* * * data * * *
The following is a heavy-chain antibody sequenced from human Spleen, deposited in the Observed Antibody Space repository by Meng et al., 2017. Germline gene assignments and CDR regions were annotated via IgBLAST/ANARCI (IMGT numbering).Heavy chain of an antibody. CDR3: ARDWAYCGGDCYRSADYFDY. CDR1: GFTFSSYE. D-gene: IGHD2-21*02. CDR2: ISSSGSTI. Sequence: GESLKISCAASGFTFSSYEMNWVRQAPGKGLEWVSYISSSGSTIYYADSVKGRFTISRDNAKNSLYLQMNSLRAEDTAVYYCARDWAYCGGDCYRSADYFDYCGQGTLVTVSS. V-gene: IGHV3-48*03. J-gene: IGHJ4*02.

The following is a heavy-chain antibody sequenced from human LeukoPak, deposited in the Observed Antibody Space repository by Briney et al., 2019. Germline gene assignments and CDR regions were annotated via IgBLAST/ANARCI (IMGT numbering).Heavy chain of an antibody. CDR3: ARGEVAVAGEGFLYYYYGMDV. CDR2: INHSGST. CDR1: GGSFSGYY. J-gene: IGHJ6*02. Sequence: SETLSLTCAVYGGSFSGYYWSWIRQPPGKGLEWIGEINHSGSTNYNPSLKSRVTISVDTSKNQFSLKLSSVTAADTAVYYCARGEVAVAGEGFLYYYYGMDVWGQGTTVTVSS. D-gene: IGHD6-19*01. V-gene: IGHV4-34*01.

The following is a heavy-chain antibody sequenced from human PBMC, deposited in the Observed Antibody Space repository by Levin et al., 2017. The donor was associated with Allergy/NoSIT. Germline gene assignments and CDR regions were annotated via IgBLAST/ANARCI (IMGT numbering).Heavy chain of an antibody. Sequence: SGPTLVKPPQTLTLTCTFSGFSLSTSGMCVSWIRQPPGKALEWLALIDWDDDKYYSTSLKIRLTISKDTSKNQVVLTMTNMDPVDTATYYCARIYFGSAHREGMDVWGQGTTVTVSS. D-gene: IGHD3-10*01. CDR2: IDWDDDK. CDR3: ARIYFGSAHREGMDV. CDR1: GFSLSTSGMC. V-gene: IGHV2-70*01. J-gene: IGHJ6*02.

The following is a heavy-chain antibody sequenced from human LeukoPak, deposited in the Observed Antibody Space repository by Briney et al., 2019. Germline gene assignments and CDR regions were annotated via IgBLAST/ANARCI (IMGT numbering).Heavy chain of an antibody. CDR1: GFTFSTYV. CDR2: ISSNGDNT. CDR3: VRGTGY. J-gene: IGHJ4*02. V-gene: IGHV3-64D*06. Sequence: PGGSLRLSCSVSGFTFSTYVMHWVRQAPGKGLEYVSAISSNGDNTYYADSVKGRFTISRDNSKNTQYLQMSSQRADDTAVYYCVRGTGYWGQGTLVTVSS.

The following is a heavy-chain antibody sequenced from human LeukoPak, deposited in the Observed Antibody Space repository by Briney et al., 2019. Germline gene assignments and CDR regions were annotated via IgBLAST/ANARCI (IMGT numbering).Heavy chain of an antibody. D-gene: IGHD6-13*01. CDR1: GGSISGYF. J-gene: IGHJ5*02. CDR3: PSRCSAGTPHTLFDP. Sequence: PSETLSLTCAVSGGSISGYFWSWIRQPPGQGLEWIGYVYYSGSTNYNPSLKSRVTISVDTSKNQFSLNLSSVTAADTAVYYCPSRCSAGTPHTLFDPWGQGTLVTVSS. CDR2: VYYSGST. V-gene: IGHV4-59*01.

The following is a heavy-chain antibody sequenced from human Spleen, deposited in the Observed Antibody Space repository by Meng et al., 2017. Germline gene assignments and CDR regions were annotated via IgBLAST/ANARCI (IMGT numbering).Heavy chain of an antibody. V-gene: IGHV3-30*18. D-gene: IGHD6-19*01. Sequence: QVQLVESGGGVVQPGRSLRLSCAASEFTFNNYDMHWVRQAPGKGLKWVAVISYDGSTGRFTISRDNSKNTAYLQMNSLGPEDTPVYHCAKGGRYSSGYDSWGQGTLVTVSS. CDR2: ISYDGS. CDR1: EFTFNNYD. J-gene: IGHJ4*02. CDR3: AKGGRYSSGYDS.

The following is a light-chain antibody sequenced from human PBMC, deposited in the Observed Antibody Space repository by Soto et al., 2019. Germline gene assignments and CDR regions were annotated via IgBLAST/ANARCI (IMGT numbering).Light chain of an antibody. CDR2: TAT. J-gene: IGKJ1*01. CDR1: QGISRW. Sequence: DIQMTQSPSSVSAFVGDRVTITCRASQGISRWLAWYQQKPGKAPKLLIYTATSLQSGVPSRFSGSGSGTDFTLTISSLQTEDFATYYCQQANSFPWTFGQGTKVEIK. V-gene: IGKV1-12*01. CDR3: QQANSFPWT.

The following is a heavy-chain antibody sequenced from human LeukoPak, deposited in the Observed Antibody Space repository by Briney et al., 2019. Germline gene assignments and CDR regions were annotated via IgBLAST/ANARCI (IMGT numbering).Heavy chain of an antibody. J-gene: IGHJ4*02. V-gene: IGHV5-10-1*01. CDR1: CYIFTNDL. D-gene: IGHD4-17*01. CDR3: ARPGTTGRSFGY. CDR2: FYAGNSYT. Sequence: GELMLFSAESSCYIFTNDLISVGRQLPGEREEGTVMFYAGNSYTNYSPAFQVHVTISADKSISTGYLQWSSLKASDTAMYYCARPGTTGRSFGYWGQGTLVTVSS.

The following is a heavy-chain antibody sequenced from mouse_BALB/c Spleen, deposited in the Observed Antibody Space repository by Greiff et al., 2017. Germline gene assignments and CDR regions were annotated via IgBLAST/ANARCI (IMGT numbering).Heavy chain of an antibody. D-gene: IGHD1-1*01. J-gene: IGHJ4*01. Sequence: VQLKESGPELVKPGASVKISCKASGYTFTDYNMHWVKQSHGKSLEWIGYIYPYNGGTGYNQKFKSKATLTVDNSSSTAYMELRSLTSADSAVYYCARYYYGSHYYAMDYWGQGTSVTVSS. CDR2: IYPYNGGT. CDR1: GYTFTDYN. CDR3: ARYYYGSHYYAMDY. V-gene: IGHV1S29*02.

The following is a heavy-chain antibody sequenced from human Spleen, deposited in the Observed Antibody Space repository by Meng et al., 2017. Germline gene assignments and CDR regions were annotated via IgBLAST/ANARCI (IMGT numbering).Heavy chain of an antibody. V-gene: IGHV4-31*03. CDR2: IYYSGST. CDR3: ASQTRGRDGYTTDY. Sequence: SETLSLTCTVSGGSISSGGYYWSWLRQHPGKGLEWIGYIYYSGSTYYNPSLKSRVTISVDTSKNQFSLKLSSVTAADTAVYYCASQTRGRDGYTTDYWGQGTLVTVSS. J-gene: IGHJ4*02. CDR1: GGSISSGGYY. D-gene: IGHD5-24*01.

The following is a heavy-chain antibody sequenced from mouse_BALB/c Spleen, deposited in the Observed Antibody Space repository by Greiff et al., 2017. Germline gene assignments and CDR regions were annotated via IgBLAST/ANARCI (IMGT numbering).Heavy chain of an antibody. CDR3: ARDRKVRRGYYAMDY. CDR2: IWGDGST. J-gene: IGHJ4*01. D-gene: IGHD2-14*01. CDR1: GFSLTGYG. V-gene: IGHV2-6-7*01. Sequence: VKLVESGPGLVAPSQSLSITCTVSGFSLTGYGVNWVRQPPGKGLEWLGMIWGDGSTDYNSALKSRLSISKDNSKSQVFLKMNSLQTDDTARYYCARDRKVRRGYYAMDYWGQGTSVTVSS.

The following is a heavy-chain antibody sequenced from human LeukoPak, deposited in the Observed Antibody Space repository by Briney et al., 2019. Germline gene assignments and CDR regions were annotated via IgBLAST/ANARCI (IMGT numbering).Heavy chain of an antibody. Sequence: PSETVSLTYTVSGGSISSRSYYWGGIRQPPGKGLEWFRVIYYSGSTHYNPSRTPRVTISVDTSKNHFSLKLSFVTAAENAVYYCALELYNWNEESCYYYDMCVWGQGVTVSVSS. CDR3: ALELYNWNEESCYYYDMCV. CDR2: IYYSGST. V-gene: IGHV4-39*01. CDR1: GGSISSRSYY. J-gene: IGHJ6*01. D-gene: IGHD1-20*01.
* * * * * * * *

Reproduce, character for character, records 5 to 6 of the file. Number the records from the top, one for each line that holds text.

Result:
The following is a heavy-chain antibody sequenced from human LeukoPak, deposited in the Observed Antibody Space repository by Briney et al., 2019. Germline gene assignments and CDR regions were annotated via IgBLAST/ANARCI (IMGT numbering).Heavy chain of an antibody. D-gene: IGHD6-13*01. CDR1: GGSISGYF. J-gene: IGHJ5*02. CDR3: PSRCSAGTPHTLFDP. Sequence: PSETLSLTCAVSGGSISGYFWSWIRQPPGQGLEWIGYVYYSGSTNYNPSLKSRVTISVDTSKNQFSLNLSSVTAADTAVYYCPSRCSAGTPHTLFDPWGQGTLVTVSS. CDR2: VYYSGST. V-gene: IGHV4-59*01.

The following is a heavy-chain antibody sequenced from human Spleen, deposited in the Observed Antibody Space repository by Meng et al., 2017. Germline gene assignments and CDR regions were annotated via IgBLAST/ANARCI (IMGT numbering).Heavy chain of an antibody. V-gene: IGHV3-30*18. D-gene: IGHD6-19*01. Sequence: QVQLVESGGGVVQPGRSLRLSCAASEFTFNNYDMHWVRQAPGKGLKWVAVISYDGSTGRFTISRDNSKNTAYLQMNSLGPEDTPVYHCAKGGRYSSGYDSWGQGTLVTVSS. CDR2: ISYDGS. CDR1: EFTFNNYD. J-gene: IGHJ4*02. CDR3: AKGGRYSSGYDS.